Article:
Study Suggests a High Charlson Comorbidity Index Score Negatively Impacts OS, RS in CLL

When also considering age and Rai score, the effect of Charlson comorbidity index score on mortality was found to be statistically nonsignificant for patients with chronic lymphocytic leukemia, although higher scores were associated with worse overall and relative survival.

A study published in the International Journal of Environmental Research and Public Health revealed that among patients with chronic lymphocytic leukemia (CLL), a high Charlson comorbidity index (CCI) score negatively impacted overall survival (OS) and relative survival (RS).

However, when also considering age and Rai score, which indicates severity of CLL and comorbidities present at diagnosis, the effect of CCI score on mortality was found to be statistically nonsignificant for this patient population.

“These population-based data will provide insights into the relationship between comorbidities and CLL in a real-world setting,” wrote the study authors, who were led by Alicia Villavicencio.

Using the Girona Cancer Registry of Spain, the investigators extracted incident CLL cases diagnosed between 2008 and 2016. Of note, CLL and small lymphocytic lymphoma (SLL) cases were classified together in accordance with WHO recommendations, given that both share clinical and pathological features.

Data on Rai stage were retrospectively obtained from medical records. CCI score was also calculated for each patient based on the health conditions revealed to be present at the time of diagnosis. Based on CCI score, patients were classified into 5 groups, including absence of comorbidity (0), low risk (1–2), moderate risk (3), high risk (>4), and unknown CCI status.

Of a total of 400 cases with a median follow-up time of 5.2 years, the median age at diagnosis was 72 years (interquartile range, 60-80 years), 230 (57.5%) were men, and most (56.7%) had early-stage CLL (Rai stage 0) at diagnosis. As anticipated, patients with a higher CCI score were older and were more often diagnosed with advanced Rai stages; no differences were identified according to sex or period of diagnosis.

With the exception of 20 patients, 380 (99.5%) presented with at least 1 comorbidity at CLL diagnosis, with diabetes without end organ damage (21%) being the most commonly reported disease. Of the comorbid patients, CCI score was low in 86 (21.5%), moderate in 151 (37.7%), high in 118 (29.5%), and unknown in 25 (6.2%).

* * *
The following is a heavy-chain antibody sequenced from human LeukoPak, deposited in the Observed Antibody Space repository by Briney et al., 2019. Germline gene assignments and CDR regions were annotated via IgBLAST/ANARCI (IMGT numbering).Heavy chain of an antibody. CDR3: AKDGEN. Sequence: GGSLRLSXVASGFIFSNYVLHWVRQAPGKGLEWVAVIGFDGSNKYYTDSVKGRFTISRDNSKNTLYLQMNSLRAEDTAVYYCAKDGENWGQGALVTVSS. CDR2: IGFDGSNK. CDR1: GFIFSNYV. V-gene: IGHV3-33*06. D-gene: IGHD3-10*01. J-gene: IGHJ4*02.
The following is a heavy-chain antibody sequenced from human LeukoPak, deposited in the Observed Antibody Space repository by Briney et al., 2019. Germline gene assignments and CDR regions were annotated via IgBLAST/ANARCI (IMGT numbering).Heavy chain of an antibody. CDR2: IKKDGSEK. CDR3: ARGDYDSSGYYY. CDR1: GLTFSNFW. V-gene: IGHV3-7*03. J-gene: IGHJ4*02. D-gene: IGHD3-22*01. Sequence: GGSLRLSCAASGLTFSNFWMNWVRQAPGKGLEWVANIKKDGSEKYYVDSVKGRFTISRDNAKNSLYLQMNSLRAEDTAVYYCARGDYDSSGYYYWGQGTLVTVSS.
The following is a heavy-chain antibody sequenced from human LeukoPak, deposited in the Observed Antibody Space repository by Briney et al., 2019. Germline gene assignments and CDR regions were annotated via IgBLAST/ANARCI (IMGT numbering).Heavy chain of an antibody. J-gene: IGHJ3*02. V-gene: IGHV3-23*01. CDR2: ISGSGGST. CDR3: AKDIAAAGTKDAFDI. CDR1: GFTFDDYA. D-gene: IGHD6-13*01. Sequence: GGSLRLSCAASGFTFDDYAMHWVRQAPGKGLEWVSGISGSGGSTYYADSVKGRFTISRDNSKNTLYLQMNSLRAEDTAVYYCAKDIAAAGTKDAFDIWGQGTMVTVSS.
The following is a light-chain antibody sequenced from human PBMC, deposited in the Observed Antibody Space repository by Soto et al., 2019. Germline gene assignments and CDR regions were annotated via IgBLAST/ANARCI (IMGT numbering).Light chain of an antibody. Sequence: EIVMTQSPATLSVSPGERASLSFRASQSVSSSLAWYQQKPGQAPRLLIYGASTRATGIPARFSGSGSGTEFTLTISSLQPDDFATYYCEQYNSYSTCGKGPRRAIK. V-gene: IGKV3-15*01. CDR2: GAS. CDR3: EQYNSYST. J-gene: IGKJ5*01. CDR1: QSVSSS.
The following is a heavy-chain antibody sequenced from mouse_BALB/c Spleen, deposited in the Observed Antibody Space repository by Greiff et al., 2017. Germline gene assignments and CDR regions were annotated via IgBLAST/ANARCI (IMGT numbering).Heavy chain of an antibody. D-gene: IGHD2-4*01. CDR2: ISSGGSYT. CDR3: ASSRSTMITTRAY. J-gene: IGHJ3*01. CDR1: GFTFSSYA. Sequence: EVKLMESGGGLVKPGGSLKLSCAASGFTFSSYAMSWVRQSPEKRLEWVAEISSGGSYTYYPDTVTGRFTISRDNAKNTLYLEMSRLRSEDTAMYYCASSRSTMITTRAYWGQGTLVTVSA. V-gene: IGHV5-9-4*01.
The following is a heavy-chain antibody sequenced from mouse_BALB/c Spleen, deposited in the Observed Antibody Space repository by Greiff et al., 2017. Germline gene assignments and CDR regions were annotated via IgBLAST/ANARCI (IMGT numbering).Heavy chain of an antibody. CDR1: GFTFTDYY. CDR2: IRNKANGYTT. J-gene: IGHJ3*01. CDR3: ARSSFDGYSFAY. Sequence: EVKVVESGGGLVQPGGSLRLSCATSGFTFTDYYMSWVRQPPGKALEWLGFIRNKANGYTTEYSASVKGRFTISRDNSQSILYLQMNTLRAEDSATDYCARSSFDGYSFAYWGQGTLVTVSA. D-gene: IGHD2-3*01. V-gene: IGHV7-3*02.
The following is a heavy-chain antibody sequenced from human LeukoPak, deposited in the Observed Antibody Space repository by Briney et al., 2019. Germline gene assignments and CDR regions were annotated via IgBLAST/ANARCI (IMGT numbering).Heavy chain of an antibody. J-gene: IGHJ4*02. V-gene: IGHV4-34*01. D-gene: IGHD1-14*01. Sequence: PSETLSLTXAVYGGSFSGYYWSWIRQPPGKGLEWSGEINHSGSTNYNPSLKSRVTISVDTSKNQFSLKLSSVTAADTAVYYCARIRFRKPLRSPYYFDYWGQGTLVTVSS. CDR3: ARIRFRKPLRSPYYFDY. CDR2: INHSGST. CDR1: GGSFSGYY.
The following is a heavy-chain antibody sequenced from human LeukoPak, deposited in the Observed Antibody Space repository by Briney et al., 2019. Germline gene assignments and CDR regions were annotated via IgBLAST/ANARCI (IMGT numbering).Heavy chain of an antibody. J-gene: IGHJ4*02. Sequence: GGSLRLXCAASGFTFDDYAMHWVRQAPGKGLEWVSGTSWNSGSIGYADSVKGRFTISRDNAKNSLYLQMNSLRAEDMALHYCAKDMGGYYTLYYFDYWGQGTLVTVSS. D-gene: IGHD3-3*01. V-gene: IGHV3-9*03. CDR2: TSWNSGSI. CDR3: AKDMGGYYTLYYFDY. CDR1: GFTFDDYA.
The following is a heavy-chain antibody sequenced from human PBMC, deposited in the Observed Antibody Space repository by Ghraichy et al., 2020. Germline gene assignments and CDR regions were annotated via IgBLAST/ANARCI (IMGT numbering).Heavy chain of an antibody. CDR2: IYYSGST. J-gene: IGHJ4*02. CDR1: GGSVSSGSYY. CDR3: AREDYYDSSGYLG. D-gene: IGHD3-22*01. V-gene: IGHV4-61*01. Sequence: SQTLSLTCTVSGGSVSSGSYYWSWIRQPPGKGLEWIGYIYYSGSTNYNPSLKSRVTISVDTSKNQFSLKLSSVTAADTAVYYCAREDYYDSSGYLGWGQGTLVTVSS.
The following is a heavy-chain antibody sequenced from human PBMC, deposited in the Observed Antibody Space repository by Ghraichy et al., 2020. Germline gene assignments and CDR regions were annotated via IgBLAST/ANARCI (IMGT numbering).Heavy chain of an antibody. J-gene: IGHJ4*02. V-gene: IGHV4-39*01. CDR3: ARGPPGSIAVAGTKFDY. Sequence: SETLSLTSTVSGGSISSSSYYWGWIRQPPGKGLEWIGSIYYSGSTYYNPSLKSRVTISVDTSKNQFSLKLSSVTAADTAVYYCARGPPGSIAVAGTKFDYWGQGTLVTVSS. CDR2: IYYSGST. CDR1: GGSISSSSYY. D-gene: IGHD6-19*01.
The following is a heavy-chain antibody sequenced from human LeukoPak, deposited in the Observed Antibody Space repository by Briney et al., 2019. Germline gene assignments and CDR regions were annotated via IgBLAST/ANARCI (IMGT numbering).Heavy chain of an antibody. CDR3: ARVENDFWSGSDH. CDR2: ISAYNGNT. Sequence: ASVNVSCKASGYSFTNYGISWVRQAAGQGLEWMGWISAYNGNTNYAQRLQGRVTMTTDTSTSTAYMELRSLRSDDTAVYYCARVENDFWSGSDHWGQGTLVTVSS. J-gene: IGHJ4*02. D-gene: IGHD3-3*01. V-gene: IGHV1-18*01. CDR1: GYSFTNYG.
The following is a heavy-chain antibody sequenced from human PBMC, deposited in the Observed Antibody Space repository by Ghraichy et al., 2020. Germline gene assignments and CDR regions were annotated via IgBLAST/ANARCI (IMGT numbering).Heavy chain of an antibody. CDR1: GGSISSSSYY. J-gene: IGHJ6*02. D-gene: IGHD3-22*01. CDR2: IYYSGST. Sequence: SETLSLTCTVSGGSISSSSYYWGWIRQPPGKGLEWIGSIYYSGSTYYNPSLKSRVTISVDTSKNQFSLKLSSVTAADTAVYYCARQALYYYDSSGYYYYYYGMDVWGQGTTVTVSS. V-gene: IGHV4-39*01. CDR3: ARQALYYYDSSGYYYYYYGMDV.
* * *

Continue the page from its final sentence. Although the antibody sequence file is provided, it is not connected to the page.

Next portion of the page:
Overall, 5-year OS rates was 68.8% (95% CI, 64.4%-73.6%) and RS rate was 99.5% (95% CI, 93.6%-106.0%). However, survival estimates decreased substantially with increasing CCI scores, especially in individuals with 3 or more comorbidities.

Among a total of 168 patients who died during follow-up, the cause of death could be determined in 155 (92.2%) with 86 (55.5%) determined to be CLL-related. No statistically significant differences were reported according to CCI, age, sex, Rai score, or period of diagnosis.

On univariate analysis, a higher CCI score was associated with higher overall mortality (HR, 5.82; 95% CI, 1.44-23.49), though not with CLL-related (HR, 1.28; 95% CI, 0.17-9.18) or CLL-unrelated (HR, 2.83; 95% CI, 0.39-20.72) mortality. After adjusting for age, sex, Rai stage, and period of diagnosis on multivariate analysis, a higher CCI score was not associated with a higher overall mortality (HR, 2.05; 95% CI, 0.47-8.90) or CLL-related mortality (HR, 0.62; 95% CI, 0.07-5.30).

“However, our results must be interpreted with caution, since we might have been limited by sample size and, particularly, by death cause misclassification,” the authors noted. “We relied on official data on the basic cause of death—and not the secondary cause of death. Thus, we were unable to subclassify CLL-related mortality into more informative categories (e.g., disease progression, second primary cancer, infection, and other health conditions).”

“In CLL-related causes, we included all hematological malignancies, suspecting misclassifications of CLL cases and treatment-related diseases,” added the authors. “However, there might be some real secondary primary hematological malignancies that were wrongly located in CLL-related causes.”

Moving forward, the investigators suggested that further real-world data including clinical and treatment variables will be necessary to better understand the role of comorbidities on CLL outcomes, and to provide better-tailored prognostic tools for the comorbid and elderly populations.


Villavicencio A, Solans M, Zacarías-Pons L, et al. Comorbidities at diagnosis, survival, and cause of death in patients with chronic lymphocytic leukemia: a population-based study. Int J Environ Res Public Health. 2021;18(2):701. doi:10.3390/ijerph18020701